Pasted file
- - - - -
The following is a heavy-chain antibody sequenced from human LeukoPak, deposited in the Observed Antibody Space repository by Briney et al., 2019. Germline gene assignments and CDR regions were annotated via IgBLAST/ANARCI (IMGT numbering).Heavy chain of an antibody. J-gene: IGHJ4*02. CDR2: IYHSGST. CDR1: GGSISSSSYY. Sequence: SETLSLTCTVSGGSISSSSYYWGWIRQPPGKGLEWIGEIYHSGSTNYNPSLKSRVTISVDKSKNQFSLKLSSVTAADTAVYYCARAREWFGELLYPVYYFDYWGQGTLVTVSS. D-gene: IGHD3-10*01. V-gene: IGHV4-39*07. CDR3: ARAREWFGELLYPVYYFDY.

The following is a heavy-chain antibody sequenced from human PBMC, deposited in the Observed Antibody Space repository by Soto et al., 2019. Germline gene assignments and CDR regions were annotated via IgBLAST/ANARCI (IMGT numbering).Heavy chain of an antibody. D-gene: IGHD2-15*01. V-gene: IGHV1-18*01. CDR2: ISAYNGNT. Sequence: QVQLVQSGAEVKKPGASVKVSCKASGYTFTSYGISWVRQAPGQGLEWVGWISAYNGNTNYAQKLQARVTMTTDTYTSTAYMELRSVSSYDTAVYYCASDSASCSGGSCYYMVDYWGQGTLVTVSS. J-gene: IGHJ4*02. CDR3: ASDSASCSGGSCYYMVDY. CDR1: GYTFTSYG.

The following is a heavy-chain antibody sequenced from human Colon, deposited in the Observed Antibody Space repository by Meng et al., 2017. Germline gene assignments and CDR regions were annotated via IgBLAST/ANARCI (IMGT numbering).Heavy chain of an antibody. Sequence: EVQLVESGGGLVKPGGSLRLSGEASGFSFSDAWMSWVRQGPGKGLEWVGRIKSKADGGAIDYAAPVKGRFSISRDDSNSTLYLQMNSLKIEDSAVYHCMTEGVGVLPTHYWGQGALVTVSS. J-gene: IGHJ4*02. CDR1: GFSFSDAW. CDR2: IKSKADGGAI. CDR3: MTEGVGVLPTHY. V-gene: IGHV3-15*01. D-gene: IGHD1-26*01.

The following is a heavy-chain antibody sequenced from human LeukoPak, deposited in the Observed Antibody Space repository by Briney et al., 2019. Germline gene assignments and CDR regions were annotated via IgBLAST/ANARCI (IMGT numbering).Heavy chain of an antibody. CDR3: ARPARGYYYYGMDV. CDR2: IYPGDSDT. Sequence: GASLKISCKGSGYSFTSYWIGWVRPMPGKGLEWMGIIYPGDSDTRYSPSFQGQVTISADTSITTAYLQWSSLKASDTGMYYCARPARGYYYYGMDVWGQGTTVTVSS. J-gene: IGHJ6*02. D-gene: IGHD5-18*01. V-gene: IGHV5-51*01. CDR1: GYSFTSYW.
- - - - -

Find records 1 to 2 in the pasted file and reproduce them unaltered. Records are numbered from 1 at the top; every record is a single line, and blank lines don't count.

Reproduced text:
The following is a heavy-chain antibody sequenced from human LeukoPak, deposited in the Observed Antibody Space repository by Briney et al., 2019. Germline gene assignments and CDR regions were annotated via IgBLAST/ANARCI (IMGT numbering).Heavy chain of an antibody. J-gene: IGHJ4*02. CDR2: IYHSGST. CDR1: GGSISSSSYY. Sequence: SETLSLTCTVSGGSISSSSYYWGWIRQPPGKGLEWIGEIYHSGSTNYNPSLKSRVTISVDKSKNQFSLKLSSVTAADTAVYYCARAREWFGELLYPVYYFDYWGQGTLVTVSS. D-gene: IGHD3-10*01. V-gene: IGHV4-39*07. CDR3: ARAREWFGELLYPVYYFDY.

The following is a heavy-chain antibody sequenced from human PBMC, deposited in the Observed Antibody Space repository by Soto et al., 2019. Germline gene assignments and CDR regions were annotated via IgBLAST/ANARCI (IMGT numbering).Heavy chain of an antibody. D-gene: IGHD2-15*01. V-gene: IGHV1-18*01. CDR2: ISAYNGNT. Sequence: QVQLVQSGAEVKKPGASVKVSCKASGYTFTSYGISWVRQAPGQGLEWVGWISAYNGNTNYAQKLQARVTMTTDTYTSTAYMELRSVSSYDTAVYYCASDSASCSGGSCYYMVDYWGQGTLVTVSS. J-gene: IGHJ4*02. CDR3: ASDSASCSGGSCYYMVDY. CDR1: GYTFTSYG.